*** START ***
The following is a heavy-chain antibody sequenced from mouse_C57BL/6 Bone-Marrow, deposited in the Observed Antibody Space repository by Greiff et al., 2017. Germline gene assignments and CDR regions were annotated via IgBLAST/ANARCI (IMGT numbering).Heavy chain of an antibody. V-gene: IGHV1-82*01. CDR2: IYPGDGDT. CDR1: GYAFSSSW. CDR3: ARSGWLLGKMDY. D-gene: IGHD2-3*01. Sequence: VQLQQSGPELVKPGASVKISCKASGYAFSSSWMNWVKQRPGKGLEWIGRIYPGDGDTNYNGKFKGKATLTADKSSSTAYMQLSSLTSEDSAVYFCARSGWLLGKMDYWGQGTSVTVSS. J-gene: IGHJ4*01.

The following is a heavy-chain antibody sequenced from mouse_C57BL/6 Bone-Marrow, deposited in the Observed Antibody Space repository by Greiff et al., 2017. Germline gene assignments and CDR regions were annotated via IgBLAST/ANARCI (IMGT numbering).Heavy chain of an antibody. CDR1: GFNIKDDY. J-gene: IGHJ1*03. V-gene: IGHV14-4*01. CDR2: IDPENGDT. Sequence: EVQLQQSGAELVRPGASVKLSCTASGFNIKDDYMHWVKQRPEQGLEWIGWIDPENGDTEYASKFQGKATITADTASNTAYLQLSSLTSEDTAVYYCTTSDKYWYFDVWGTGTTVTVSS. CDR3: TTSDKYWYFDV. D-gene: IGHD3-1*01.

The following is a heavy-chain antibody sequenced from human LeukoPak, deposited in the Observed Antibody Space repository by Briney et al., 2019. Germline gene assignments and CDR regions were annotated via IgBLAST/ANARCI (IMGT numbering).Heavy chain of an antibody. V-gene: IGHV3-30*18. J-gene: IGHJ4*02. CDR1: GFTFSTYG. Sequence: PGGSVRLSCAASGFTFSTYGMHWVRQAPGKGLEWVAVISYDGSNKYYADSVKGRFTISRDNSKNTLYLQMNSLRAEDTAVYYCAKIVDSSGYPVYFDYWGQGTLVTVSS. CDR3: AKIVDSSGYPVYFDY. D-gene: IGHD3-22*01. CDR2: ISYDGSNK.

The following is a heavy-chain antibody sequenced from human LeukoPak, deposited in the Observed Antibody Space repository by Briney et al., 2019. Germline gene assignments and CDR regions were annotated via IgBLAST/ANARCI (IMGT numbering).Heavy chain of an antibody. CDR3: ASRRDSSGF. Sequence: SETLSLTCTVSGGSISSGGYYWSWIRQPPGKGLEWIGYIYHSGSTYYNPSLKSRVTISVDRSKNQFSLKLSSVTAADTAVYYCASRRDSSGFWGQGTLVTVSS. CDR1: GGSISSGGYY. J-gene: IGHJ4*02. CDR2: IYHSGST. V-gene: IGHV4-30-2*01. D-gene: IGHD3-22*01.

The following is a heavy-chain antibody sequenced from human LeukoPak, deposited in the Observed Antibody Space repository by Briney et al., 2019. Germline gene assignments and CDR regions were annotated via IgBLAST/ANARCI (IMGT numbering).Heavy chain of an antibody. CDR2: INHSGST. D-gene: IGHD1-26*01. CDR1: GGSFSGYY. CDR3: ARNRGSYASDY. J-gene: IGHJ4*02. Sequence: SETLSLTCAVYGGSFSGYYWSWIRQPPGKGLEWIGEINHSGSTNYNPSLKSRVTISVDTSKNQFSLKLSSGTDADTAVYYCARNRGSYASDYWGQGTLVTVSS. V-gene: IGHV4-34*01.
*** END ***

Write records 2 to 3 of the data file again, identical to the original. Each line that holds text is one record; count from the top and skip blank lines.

The following is a heavy-chain antibody sequenced from mouse_C57BL/6 Bone-Marrow, deposited in the Observed Antibody Space repository by Greiff et al., 2017. Germline gene assignments and CDR regions were annotated via IgBLAST/ANARCI (IMGT numbering).Heavy chain of an antibody. CDR1: GFNIKDDY. J-gene: IGHJ1*03. V-gene: IGHV14-4*01. CDR2: IDPENGDT. Sequence: EVQLQQSGAELVRPGASVKLSCTASGFNIKDDYMHWVKQRPEQGLEWIGWIDPENGDTEYASKFQGKATITADTASNTAYLQLSSLTSEDTAVYYCTTSDKYWYFDVWGTGTTVTVSS. CDR3: TTSDKYWYFDV. D-gene: IGHD3-1*01.

The following is a heavy-chain antibody sequenced from human LeukoPak, deposited in the Observed Antibody Space repository by Briney et al., 2019. Germline gene assignments and CDR regions were annotated via IgBLAST/ANARCI (IMGT numbering).Heavy chain of an antibody. V-gene: IGHV3-30*18. J-gene: IGHJ4*02. CDR1: GFTFSTYG. Sequence: PGGSVRLSCAASGFTFSTYGMHWVRQAPGKGLEWVAVISYDGSNKYYADSVKGRFTISRDNSKNTLYLQMNSLRAEDTAVYYCAKIVDSSGYPVYFDYWGQGTLVTVSS. CDR3: AKIVDSSGYPVYFDY. D-gene: IGHD3-22*01. CDR2: ISYDGSNK.